A landmark trial is to open in Belgium on Tuesday of four Rwandans suspected of being among the perpetrators of the genocide which left hundreds of thousands dead in Rwanda in 1994.
The unprecedented trial in a Brussels court is being held under a 1993 law that gives Belgian courts jurisdiction to judge war crimes regardless of where they were committed, the nationality of the victims or the nationality and place of residence of the accused.
Vincent Ntezimana, a 39-year-old university professor, and Alphonse Higaniro, a 51-year-old former minister and businessman, are suspected of inciting and organising the slaying of Tutsis in the southern Rwandan region of Butare.
Consolata Mukangango (Sister Gertrude) and Julienne Mukabutera (Sister Maria Kisito), two Benedictine nuns aged 42 and 36 respectively, are suspected of handing over several thousand people who took refuge in the Sovu convent to the Hutu killers.
Sister Gertrude was the mother superior at the convent.
Their trial on war crimes charges will be the first in a civil court outside Rwanda for actions connected with the genocide, during which between 500,000 and 800,000 Tutsis and moderate Hutus died between April and July 1994.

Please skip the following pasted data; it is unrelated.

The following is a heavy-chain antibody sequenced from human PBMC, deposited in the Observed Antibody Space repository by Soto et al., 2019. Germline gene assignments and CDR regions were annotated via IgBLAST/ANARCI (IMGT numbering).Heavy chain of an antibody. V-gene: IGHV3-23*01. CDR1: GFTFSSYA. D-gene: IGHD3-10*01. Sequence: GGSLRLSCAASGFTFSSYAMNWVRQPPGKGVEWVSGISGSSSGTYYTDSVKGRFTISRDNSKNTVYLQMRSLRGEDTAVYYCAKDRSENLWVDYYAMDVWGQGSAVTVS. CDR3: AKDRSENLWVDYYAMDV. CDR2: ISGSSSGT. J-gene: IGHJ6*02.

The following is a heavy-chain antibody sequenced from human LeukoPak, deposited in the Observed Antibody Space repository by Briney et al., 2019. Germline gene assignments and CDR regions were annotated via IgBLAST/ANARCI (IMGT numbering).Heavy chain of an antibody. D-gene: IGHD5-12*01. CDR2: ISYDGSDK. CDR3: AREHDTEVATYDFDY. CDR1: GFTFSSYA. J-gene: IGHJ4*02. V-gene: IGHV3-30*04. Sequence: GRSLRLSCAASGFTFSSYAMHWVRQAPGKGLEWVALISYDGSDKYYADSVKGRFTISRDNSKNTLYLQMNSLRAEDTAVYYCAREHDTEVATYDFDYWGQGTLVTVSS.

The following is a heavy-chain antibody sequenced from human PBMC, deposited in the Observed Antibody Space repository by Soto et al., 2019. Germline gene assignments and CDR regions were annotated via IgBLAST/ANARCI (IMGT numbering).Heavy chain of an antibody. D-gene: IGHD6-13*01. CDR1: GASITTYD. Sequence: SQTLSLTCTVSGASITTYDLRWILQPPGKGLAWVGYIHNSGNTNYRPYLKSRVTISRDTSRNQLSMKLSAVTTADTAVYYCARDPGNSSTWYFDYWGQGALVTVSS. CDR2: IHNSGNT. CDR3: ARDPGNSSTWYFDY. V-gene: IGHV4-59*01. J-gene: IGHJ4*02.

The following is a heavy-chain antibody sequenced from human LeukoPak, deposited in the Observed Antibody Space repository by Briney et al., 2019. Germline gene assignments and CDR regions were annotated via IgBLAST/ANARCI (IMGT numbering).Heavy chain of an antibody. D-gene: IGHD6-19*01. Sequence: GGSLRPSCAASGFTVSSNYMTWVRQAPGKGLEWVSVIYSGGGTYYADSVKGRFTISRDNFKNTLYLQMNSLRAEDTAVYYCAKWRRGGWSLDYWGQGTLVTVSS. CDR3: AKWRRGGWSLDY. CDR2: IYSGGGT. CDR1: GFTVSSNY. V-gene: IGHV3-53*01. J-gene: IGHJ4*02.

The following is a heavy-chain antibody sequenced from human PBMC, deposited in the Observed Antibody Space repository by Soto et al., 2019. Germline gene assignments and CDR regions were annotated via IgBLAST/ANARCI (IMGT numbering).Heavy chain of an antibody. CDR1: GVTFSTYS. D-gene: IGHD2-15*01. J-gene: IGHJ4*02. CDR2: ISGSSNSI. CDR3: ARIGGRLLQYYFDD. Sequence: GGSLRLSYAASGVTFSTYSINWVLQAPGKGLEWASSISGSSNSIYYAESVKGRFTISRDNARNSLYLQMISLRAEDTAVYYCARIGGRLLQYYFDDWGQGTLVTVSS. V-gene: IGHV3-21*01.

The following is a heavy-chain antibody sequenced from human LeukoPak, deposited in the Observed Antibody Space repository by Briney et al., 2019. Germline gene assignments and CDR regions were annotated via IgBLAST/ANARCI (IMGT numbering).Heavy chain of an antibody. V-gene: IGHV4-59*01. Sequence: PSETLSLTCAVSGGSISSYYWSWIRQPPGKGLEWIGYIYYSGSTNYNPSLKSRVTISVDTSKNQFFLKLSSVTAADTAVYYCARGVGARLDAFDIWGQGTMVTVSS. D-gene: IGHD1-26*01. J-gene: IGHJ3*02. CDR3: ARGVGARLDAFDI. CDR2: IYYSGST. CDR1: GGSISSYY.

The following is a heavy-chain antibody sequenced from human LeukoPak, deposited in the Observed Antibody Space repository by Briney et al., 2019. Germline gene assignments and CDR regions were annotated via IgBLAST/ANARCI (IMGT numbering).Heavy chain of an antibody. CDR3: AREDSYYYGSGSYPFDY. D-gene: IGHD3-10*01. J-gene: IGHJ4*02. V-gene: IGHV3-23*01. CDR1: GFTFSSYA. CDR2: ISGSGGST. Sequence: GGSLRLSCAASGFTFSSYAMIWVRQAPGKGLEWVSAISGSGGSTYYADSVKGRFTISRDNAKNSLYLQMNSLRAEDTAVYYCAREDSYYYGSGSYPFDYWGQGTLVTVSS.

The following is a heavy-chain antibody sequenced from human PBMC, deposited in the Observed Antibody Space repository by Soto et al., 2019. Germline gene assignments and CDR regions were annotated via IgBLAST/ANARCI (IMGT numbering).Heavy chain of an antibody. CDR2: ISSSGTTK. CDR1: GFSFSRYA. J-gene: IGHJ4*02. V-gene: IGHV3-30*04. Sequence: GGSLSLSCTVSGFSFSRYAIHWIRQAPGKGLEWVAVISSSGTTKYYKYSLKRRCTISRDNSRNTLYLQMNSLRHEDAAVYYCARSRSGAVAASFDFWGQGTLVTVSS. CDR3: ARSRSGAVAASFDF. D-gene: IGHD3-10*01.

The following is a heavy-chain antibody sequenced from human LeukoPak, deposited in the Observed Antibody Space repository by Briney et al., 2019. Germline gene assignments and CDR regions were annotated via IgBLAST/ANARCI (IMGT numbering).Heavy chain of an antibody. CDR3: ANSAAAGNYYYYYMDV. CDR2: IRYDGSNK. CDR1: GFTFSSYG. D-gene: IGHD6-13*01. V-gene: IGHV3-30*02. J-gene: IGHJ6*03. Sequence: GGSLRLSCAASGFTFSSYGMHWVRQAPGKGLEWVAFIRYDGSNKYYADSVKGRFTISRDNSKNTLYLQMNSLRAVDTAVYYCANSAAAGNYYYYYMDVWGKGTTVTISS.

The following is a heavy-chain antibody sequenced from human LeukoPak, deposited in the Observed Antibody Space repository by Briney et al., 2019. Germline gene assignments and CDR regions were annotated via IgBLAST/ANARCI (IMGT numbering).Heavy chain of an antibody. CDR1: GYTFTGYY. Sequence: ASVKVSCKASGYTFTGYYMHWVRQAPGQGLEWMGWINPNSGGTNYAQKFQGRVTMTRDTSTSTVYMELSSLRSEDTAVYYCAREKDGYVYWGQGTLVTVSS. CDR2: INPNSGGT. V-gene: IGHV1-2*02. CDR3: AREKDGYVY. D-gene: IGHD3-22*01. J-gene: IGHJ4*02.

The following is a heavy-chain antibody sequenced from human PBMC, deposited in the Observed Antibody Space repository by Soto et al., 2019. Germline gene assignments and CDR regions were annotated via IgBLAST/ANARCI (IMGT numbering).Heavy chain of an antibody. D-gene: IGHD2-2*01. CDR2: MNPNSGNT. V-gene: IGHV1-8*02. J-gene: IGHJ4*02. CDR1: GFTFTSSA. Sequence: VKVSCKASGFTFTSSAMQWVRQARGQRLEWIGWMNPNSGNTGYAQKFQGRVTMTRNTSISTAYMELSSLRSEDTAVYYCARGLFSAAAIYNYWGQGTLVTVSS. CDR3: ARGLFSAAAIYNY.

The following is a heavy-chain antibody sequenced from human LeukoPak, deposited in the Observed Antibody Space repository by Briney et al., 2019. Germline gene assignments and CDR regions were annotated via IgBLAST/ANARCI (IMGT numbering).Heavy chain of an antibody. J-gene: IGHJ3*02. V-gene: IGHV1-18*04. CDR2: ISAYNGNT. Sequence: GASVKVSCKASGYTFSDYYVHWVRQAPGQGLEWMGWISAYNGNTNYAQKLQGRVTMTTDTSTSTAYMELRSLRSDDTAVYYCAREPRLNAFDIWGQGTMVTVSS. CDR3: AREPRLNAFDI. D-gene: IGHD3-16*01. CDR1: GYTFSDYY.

Troops of Rwanda's then Hutu army systematically slaughtered minority Tutsis and moderate Hutus in the genocide before the mainly Tutsi Rwandan Patriotic Front seized power and ended the massacres.
The four accused have not been charged with genocide because the prosecution began before 1999, when the 1993 law was broadened to include crimes against humanity and genocide as well as war crimes.
During the public trial, which is expected to last between four and six weeks, 171 witnesses will be heard, including about 50 from Rwanda and others from Burundi, Belgium, Germany and Switzerland.
Belgium has paid for their travel and accommodation – BRUSSELS (AFP)
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